When I was little my Dad made me water the plants. We lived on an organic herb farm. My Mum made my brother and I jumpers that she had knitted from hand-spun wool she had brushed and dyed from the sheep next door. When it rained the lanolin in the jumper began to smell like sheep. The kids at school used to bleat at us. It was a bit tough being the brown bread with alfalfa sprouts your Mum grew and smelly sheep jumper kids at school but now as a grown-up I appreciate what it taught us to value. The things your parents teach you as a kids shape the way you lead life. Although now I live in a city, not on a farm somewhat ironically I find myself dedicating all of my time to encouraging growing, fostering connections with the earth - in a less humiliating way. It's part of a scheme to send in a 'Trojan Horse of Fun' to deliver sustainable and positive alternatives to people in a way that isn't smelly or weird but instead that are irresistibly cool and contagiously fun. These are things like the Garage Sale Trail, Grow It Local project, the Sydney Tweed Ride and GreenUps - Sydney's Green Drinks. I have the best job in the world.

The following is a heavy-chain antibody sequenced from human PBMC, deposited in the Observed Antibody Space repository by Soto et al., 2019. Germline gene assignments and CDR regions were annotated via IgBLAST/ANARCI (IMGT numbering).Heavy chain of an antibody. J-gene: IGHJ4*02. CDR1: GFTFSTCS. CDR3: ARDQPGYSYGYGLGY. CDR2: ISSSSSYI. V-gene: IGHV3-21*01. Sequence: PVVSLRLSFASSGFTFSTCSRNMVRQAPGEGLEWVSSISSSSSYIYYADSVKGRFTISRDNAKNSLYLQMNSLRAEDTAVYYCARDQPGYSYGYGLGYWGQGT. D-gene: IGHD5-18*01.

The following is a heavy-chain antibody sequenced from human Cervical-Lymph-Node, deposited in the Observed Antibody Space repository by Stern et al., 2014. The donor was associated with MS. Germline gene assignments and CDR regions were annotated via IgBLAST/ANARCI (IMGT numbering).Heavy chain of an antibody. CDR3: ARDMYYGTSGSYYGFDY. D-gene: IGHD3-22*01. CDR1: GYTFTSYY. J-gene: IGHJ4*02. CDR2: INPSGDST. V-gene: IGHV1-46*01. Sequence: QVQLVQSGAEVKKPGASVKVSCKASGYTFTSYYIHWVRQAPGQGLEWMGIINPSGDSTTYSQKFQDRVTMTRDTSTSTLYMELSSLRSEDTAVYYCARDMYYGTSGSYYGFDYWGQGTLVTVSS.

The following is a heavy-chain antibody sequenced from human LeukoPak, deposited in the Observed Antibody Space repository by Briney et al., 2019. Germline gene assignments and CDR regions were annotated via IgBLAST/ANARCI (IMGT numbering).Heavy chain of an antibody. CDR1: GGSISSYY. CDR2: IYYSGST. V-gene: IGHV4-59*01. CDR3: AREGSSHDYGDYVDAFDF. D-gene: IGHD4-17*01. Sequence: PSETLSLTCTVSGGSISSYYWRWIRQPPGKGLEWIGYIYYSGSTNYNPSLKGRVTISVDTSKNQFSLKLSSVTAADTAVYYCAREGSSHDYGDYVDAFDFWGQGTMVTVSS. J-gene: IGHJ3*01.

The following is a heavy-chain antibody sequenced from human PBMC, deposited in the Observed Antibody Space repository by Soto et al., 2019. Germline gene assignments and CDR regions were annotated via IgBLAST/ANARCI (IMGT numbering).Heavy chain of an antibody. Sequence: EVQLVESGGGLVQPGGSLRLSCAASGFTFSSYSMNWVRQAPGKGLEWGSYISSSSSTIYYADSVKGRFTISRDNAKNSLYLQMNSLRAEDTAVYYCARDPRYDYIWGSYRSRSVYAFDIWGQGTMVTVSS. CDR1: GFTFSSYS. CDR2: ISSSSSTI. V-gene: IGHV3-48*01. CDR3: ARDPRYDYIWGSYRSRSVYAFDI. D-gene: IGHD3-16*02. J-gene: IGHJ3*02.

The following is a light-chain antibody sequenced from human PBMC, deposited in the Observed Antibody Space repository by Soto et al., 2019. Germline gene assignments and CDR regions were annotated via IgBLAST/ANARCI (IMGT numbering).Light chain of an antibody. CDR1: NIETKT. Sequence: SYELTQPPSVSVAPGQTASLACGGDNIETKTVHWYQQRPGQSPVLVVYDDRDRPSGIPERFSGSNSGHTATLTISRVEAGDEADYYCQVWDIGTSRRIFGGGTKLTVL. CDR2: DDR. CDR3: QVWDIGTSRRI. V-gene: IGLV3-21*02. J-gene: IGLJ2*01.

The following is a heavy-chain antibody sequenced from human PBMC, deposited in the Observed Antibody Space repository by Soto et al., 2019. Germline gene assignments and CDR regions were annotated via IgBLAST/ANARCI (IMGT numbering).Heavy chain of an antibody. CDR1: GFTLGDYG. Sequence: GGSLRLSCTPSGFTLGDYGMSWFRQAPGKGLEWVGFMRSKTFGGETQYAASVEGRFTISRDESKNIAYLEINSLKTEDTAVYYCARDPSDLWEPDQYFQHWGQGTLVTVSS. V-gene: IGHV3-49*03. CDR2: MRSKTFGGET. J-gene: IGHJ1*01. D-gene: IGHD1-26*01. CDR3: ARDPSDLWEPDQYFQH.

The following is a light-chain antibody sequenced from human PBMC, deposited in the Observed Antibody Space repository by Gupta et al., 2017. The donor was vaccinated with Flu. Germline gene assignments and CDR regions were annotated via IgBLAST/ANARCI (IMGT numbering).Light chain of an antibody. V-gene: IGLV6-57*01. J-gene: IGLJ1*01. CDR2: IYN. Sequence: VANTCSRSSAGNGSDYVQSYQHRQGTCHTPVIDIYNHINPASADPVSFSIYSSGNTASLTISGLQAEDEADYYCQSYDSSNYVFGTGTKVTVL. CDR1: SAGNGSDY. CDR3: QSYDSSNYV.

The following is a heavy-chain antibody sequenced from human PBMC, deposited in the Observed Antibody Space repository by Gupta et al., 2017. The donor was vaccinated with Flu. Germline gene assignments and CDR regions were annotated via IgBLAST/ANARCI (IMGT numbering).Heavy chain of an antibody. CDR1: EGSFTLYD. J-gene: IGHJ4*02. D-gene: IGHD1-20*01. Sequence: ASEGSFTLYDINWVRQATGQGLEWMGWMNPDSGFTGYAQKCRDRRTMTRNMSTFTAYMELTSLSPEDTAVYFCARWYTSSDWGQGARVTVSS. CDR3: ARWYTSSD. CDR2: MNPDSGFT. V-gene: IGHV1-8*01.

What are the three key lessons you learned?
Lanolin jumpers stink in the rain.
Tomato plants aren't always 'tomato plants'.
Alternative parents teach their children well.
Describe a "good failure" in your process.
I have been arrested as a climate activist on (lets just say) several occasions. I don't regret it, not even a little bit. But as the wonderful Ed Gillespie (Futerra) says "The best way to subvert the dominant paradigm is to have more fun than they have, and let them know while we're doing it".
What was the biggest challenge or biggest surprise?
That sometimes just because people are working to do good, they don't always act like it. We need to be gentler on ourselves and remember that we're only as good as our last good deed and that people are human, they are fallible and sometimes make really crap decisions that make you feel sad.
How would you describe your project to a small child?
Let's go tickle some worms and eat some yummy food that comes from the back yard.